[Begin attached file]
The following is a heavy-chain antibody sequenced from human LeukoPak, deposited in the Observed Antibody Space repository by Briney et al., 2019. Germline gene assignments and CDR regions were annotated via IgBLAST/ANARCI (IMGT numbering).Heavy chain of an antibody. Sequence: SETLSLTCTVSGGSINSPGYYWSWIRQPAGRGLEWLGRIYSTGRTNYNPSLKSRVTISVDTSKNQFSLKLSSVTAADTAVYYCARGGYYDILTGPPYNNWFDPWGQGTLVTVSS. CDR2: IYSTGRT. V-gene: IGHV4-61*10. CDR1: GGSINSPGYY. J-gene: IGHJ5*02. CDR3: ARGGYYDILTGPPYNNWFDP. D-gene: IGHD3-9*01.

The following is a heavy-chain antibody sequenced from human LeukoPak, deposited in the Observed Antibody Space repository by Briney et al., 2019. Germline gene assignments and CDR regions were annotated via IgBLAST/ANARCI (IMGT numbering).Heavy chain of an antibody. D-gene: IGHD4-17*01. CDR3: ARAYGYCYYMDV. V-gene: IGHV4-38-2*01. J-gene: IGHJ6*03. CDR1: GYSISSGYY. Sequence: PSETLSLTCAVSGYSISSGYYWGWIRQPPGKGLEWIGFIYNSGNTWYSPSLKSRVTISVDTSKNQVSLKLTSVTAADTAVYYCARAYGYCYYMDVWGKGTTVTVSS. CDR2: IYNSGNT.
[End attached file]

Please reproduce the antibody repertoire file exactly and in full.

The following is a heavy-chain antibody sequenced from human LeukoPak, deposited in the Observed Antibody Space repository by Briney et al., 2019. Germline gene assignments and CDR regions were annotated via IgBLAST/ANARCI (IMGT numbering).Heavy chain of an antibody. Sequence: SETLSLTCTVSGGSINSPGYYWSWIRQPAGRGLEWLGRIYSTGRTNYNPSLKSRVTISVDTSKNQFSLKLSSVTAADTAVYYCARGGYYDILTGPPYNNWFDPWGQGTLVTVSS. CDR2: IYSTGRT. V-gene: IGHV4-61*10. CDR1: GGSINSPGYY. J-gene: IGHJ5*02. CDR3: ARGGYYDILTGPPYNNWFDP. D-gene: IGHD3-9*01.

The following is a heavy-chain antibody sequenced from human LeukoPak, deposited in the Observed Antibody Space repository by Briney et al., 2019. Germline gene assignments and CDR regions were annotated via IgBLAST/ANARCI (IMGT numbering).Heavy chain of an antibody. D-gene: IGHD4-17*01. CDR3: ARAYGYCYYMDV. V-gene: IGHV4-38-2*01. J-gene: IGHJ6*03. CDR1: GYSISSGYY. Sequence: PSETLSLTCAVSGYSISSGYYWGWIRQPPGKGLEWIGFIYNSGNTWYSPSLKSRVTISVDTSKNQVSLKLTSVTAADTAVYYCARAYGYCYYMDVWGKGTTVTVSS. CDR2: IYNSGNT.